Reflections on Rereading The Overview Effect, Part 1

Written by Alex Howerton on Monday, 11 June 2012. Posted in Overview Effect

Some events seem to change the world instantaneously, like the very first small, beeping satellite soaring overhead, or a wall that has divided a country for decades being torn down overnight. Yet in most cases, these events are the fruition of ideas that have incubated in our collective consciousness for years, even decades. Earthquakes and volcanic eruptions are dramatic events, but are ultimately the end product of slow, even imperceptible movement in the underlying plate tectonics. In the end, it is the gradual, inevitable build-up of tensions that finally releases vast, unstoppable power and transformation of the environment.

One such idea is the Overview Effect. It has been 25 years now since Frank White wrote this brilliant, insightful work, looking into our immediate future as well as scanning far more distant horizons. While this idea ultimately has the power to permanently and positively change our collective worldview, it is currently little known amongst the general populace, even a quarter-century later.

I am envious of Frank’s patience and even temperament. If I had written this book, I would yell to anybody who would listen, "Can’t you see how brilliant I am? Why don’t you pay attention?"  But not Frank. I have been working closely with him and others to launch the Overview Institute, and I am continually amazed at Frank’s calm demeanor and laid-back approach. It is as if he is confident in the inevitability of the coming paradigm shift, and he is under no pressure to hurry it along faster than its natural rate. He seems to view it as being like a glacier, which will eventually, dramatically, sweep before it everything in its path.

I believe Frank can adopt this attitude because he knows he’s right. Not right, as in "Ha ha, I’m right, you’re wrong," but right as in, "This is the natural course of things. This is as it should be." Because he knows the advancement of humanity into the cosmos is a multi-generational affair, and he is playing his significant yet tiny part in pushing the paradigm forward. He knows that all he has envisioned, in broad outline, will come to pass.

Which brings up a complementary idea to the Overview Effect in space. That is the Overview Effect in time. We are on a journey that began countless eons ago, and we do not stand at the pinnacle of human development, but are wayfarers, stewards, along the way. Human culture exhibited its first unmistakable flowering in the Aurignacian period, 40,000 years ago. If we imagine ourselves standing at the midpoint of a human journey that will extend at least 40,000 years into the future, it is staggering to try to conceive what can be achieved in that timeframe.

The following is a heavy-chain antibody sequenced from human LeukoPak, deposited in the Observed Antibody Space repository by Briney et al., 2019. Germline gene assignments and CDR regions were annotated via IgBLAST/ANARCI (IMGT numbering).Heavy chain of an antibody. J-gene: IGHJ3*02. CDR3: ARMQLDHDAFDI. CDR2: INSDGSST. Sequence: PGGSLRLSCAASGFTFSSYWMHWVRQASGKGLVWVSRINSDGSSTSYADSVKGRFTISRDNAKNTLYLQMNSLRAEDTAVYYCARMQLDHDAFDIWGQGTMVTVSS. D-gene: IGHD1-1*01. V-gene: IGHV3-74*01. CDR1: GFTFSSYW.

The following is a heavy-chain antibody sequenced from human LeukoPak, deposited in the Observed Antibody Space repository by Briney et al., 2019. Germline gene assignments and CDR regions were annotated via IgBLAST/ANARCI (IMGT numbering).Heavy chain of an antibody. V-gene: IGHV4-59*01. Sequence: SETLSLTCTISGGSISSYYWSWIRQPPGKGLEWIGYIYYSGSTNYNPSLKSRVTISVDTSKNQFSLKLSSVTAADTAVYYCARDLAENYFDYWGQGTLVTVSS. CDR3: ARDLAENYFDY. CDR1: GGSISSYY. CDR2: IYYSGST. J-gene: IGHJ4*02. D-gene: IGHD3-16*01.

In that sense, we are one of the most fortunate generations, standing at the fulcrum of time, just before we ascend into the heavens in earnest. And I don’t mean that only in general, but very specifically -- now is the fulcrum. Recently SpaceX successfully launched the first private resupply mission to the International Space Station. That is the beginning of the true, unstoppable journey outward.

So now is the perfect time to re-read The Overview Effect. In following posts, I will share my reflections on specific themes and ideas found in the book, as they relate to our current conditions, 25 years after its initial publication, and as they also relate to the Overview Effect as it unfolds in time. The journey is just now, continually, and always, beginning.

About the Author

Alex Howerton is a Business Development Consultant with American Aerospace Advisors Inc. Alex has been researching the commercial space industry for over 16 years. He started publishing "Space Available: The Space Investors’ Report" in 1992, and was its publisher, editor and principal author until 1995, when it was acquired by Countdown Magazine.

Alex has written two books on space development. Free Space: Real Alternatives for Reaching Outer Space (Loompanics, 1995) is an assessment of the then current private space initiatives. Project Avalon (Space Available Press, 1998) is a science fiction novel exploring the ramifications of private space development and the potential consequences to society of not moving swiftly enough to create a space-faring civilization. He was formerly a Business Development Manager of Space Training at NASTAR Center.

Comments (1)

  • Frank White

    Frank White

    21 July 2012 at 11:15 |

    Fascinating. It is very interesting to see your thoughts on the book, 25 years after it was published, I also find the Overview Effect of time to be an idea with great potential.

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